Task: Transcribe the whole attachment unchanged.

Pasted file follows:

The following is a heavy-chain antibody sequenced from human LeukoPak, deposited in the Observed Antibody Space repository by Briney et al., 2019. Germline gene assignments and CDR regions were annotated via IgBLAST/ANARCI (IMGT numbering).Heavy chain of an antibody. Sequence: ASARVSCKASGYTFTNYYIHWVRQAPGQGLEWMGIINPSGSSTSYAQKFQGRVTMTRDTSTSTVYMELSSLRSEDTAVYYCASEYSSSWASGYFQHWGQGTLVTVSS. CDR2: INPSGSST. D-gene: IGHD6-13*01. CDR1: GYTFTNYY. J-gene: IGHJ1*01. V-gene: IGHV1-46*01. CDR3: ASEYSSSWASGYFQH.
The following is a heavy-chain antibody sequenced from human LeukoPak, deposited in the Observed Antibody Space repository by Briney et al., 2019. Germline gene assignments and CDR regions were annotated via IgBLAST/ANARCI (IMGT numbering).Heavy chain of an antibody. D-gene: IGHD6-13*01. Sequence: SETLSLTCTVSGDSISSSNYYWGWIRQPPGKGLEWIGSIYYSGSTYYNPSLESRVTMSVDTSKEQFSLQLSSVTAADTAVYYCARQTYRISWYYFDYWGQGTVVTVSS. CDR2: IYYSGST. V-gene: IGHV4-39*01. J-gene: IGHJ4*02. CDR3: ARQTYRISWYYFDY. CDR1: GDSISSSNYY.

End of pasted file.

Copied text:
The following is a heavy-chain antibody sequenced from human LeukoPak, deposited in the Observed Antibody Space repository by Briney et al., 2019. Germline gene assignments and CDR regions were annotated via IgBLAST/ANARCI (IMGT numbering).Heavy chain of an antibody. Sequence: ASARVSCKASGYTFTNYYIHWVRQAPGQGLEWMGIINPSGSSTSYAQKFQGRVTMTRDTSTSTVYMELSSLRSEDTAVYYCASEYSSSWASGYFQHWGQGTLVTVSS. CDR2: INPSGSST. D-gene: IGHD6-13*01. CDR1: GYTFTNYY. J-gene: IGHJ1*01. V-gene: IGHV1-46*01. CDR3: ASEYSSSWASGYFQH.
The following is a heavy-chain antibody sequenced from human LeukoPak, deposited in the Observed Antibody Space repository by Briney et al., 2019. Germline gene assignments and CDR regions were annotated via IgBLAST/ANARCI (IMGT numbering).Heavy chain of an antibody. D-gene: IGHD6-13*01. Sequence: SETLSLTCTVSGDSISSSNYYWGWIRQPPGKGLEWIGSIYYSGSTYYNPSLESRVTMSVDTSKEQFSLQLSSVTAADTAVYYCARQTYRISWYYFDYWGQGTVVTVSS. CDR2: IYYSGST. V-gene: IGHV4-39*01. J-gene: IGHJ4*02. CDR3: ARQTYRISWYYFDY. CDR1: GDSISSSNYY.